The next season they finished in the bottom half of the table in 17th place and in the 2006–07 season they just missed out in the play-offs finishing in 7th place.[15] The 2007–08 season was one of Eastbourne Borough's most memorable. From the start of the season until 1 January 2008 they were unbeaten at the top of the league, until losing to local rivals Lewes in front of 3,027 fans at Priory Lane.[16] At the end of the season Eastbourne finished 2nd with 80 points while Lewes won with 89 points.

Eastbourne beat Braintree Town 5–0 over two legs in the play-off semi-finals,[17] before winning promotion to the Conference National on 8 May 2008 with a 2–0 win over Hampton & Richmond Borough in the Conference South Play-off final at Broadhall Way, Stevenage.[18]

Eastbourne Borough away to Woking on 27 January 2009

At the start of their 2008–09 campaign in the Conference they were struggling outside the relegation zone, however after a few loan players were brought in, including Dan Smith and Ashley Barnes from Plymouth Argyle,[19] and the signing of Dan Brown from Cambridge United,[20] Eastbourne managed to stay in the top half of the table after some surprising wins over full-time clubs such as Torquay United and York City,[21][22] until the last day of the season, losing 0–2 to Barrow.[23] They finished their first season in a comfortable 13th place with 60 points and a goal difference of −12. The season saw Eastbourne play 'live' for the first time at Priory Lane in front of national TV cameras, which broadcast their match against Stevenage Borough, a match they won 2–1.[2][24] Eastbourne also completed the 2008–09 season by winning the Sussex Senior Cup beating Brighton & Hove Albion Reserves 1–0.[25]

Garry Wilson

The 2009–10 season saw Eastbourne struggle from 'second season syndrome'. After a bright start, beating A.F.C. Wimbledon and eventual FA Trophy winners Barrow at Priory Lane,[26][27] Eastbourne experienced a slump in form and found themselves in a relegation battle. However a strong run of form towards the tail of the season saw them stay up in dramatic fashion beating eventual Play-Off winners Oxford United 1–0 on the final day of the season, with a late penalty scored by Simon Weatherstone in the 84th minute.[28]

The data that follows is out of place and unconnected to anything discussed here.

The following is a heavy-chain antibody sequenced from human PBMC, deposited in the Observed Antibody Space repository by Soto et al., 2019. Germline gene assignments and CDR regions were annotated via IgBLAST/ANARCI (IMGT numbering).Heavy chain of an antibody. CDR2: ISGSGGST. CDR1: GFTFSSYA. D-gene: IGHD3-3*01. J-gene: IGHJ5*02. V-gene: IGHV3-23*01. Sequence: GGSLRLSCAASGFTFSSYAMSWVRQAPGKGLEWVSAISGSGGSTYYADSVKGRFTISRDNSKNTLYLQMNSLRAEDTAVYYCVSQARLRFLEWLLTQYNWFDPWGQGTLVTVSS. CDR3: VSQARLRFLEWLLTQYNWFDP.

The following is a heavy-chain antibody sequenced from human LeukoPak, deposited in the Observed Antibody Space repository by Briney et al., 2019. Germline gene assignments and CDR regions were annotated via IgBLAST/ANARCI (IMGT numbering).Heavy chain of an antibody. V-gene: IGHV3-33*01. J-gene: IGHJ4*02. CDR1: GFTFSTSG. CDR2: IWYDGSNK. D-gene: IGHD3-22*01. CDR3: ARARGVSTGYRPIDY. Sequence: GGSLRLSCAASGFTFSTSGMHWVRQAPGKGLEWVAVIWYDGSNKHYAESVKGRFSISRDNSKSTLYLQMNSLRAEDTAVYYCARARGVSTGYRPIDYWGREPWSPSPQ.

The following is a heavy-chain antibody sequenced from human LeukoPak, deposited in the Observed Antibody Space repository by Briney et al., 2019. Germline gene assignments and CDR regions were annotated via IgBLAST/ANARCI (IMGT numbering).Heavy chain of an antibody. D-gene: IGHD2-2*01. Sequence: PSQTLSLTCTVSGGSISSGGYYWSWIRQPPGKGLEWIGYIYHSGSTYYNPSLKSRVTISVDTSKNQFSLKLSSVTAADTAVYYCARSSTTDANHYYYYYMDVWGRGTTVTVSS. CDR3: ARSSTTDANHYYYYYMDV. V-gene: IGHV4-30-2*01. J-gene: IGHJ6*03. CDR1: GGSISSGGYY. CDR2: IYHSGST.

Eastbourne were relegated back to the Conference South in 2010–11. Having beaten both Hayes and Yeading and Altrincham 5–0 at home early in the season,[29][30] they found themselves as top scorers in the Conference National at one point. However, following a series of setbacks involving injuries to key players, they endured a run of 20 games without a win. The winless streak was put to an end with a 1–0 away win at Fleetwood Town courtesy of an audacious free-kick from the half-way line by Matt Smart.[31] Despite regaining some form late in the season, Eastbourne were unable to recover and ended on 39 points, 8 points short of safety.[32] Ironically, Eastbourne beat Altrincham on the final day of the season to sentence them to the drop.[33]

The end of the 2010/11 season was marked with the first competitive game ever to be played at Brighton and Hove Albion's new Falmer Stadium, contested between Eastbourne and Brighton & Hove Albion Reserves in the Sussex Senior Cup Final. Eastbourne lost the game 2–0 with Gary Hart scoring the first goal at the new stadium.[34]

Halfway through the 2011–12 Conference South season, after a poor run of results, Eastbourne parted company with Garry Wilson and Head Coach Nick Greenwood.[35][36][37] Both had been at the helm for 13 years and had taken the club from relative obscurity to the pinnacle of non-league football. Long-serving player Ben Austin was given a temporary player-manager role while the club looked a suitable replacement.[38]

Eastbourne appointed Tommy Widdrington as their new manager on 1 February 2012. With the team lying 18th in the Conference South, chairman Len Smith outlined the aim to avoid relegation and rebuild for the 2012–13 season[39]

The Sports secured their safety on the 41st and penultimate matchday, despite losing to a 3–0 scoreline away at Basingstoke Town. Results elsewhere meant their Conference South status was retained for the 2012–13 season.[40] They finished the season in 18th place.

Mixed fortunes: 2012–2023[edit]

Widdrington's arrival signaled a move towards a new look Eastbourne team, with the last few members of the 2007–08 promotion winning team leaving the club at the end of the season. Matt Crabb, Matt Smart and Ben Austin departed,[41][42] leaving Darren Baker as the sole survivor of the team that won promotion at Stevenage in 2008.[43]

The 2012–13 season was Widdrington's first full-season in charge and was a season of transition. In total 41 players pulled on a Borough shirt as the new manager tried to find the right mixture. Borough ended the season as the team having scored the fewest goals, but having one of the tightest defensive records, which contributed to their finishing the season in 12th place.[44]